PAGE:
Born: February 25, 1950
Date of Birth: February 25, 1950
"I'm fascinated by monsters [and] monstrous people and fascinated with illogic and irrationality."
Born in Sligo County, Ireland, Neil Jordan began his career as an acclaimed fiction writer. He entered the film industry in 1981 as a creative consultant on John Boorman's Excalibur, and subsequently made a documentary about the making of the film. Until his Oscar-winning screenplay for The Crying Game, his most successful films had been relatively small scale.
After scripting Traveller (1981), Jordan wrote and directed his first film, the stylish 1982 crime drama Angel. Starring Stephen Rea (an actor commonly used in Jordan's films) as a saxophone player who witnesses a series of brutal murders, it explored the darker, violent impulses of the human mind, a theme that Jordan would revisit time and again in his later films.
His first real success came with the film Mona Lisa (1986). Shown in competition at the Cannes Festival and starring Bob Hoskins as a gruff, good-hearted ex-con, it was an innovative, mysterious meditation on obsession, betrayal, and love and its many variations. Hoskins earned numerous honors for his performance, and Jordan became recognized as an emerging talent in international cinema.
After two massive disappointments, High Spirits (1988) and We're No Angels (1989), Jordan rebounded somewhat when he returned to Ireland to direct The Miracle (1991), a poignant drama about two Irish teens.
It was with his subsequent effort, The Crying Game (1992), that his reputation was truly established. A bona fide sleeper hit, the film offered a haunting exploration of the themes of love, betrayal, and obsession on which Jordan had so often focused, as well as a genuinely shocking plot twist. The director received a score of honors for the film, including an Oscar and a New York Film Critics Circle award for his screenplay.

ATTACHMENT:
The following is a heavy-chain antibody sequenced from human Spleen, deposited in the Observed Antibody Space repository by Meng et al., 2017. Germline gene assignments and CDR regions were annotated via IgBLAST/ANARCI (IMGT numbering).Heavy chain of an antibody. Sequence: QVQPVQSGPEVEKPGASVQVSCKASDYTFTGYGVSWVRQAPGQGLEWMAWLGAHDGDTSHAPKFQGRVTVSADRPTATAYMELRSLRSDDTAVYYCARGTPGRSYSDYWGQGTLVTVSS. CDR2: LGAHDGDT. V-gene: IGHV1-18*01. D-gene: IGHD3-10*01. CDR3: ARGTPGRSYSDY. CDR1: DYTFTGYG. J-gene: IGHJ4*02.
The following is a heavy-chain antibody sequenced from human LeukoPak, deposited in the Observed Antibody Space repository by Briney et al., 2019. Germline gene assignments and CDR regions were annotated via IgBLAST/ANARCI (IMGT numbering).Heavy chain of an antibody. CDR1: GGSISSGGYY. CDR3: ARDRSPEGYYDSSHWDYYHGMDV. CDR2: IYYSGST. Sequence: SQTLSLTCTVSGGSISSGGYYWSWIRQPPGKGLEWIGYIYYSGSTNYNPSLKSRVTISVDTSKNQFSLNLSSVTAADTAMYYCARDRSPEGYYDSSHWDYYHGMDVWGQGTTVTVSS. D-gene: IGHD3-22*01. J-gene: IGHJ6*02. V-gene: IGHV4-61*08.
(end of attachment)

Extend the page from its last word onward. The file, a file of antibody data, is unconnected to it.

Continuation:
With a major international hit on his resumé, Jordan returned to Hollywood to direct Anne Rice's Interview with the Vampire (1994). Starring heartthrobs Tom Cruise and Brad Pitt in this gothic, lush horror, the film was highly popular with audiences, but did not have the same effect on the critics.
Jordan's next effort, 1996's Michael Collins, received substantially greater acclaim. A biopic of the legendary co-founder of the IRA and driving force behind the creation of the Irish Republic, the film was both controversial and widely praised. It featured a particularly strong performance by Liam Neeson in the title role, and Jordan won a Golden Lion at the Venice Film Festival.
Jordan next returned to the realm of psychological terror with The Butcher Boy (1997). A horrifying, darkly comic look at a troubled boy's disintegration into insanity and violence, it won Jordan a Best Director nod at the Berlin Film Festival. Jordan earned wide acclaim for his handling of such inarguably difficult material, earning the Venice Film Festival's Silver Lion. After a disappointing Hollywood outing with In Dreams (1999), Jordan resurfaced later that year with The End of the Affair (1999). Based on a Graham Greene novel, it won a BAFTA Film Award for Best Screenplay. In 2003 he received a Lifetime Achievement Award at the IFTA Awards.
He has two children with his first wife, Vivienne Shields, and two children with his second wife, Brenda Rawn.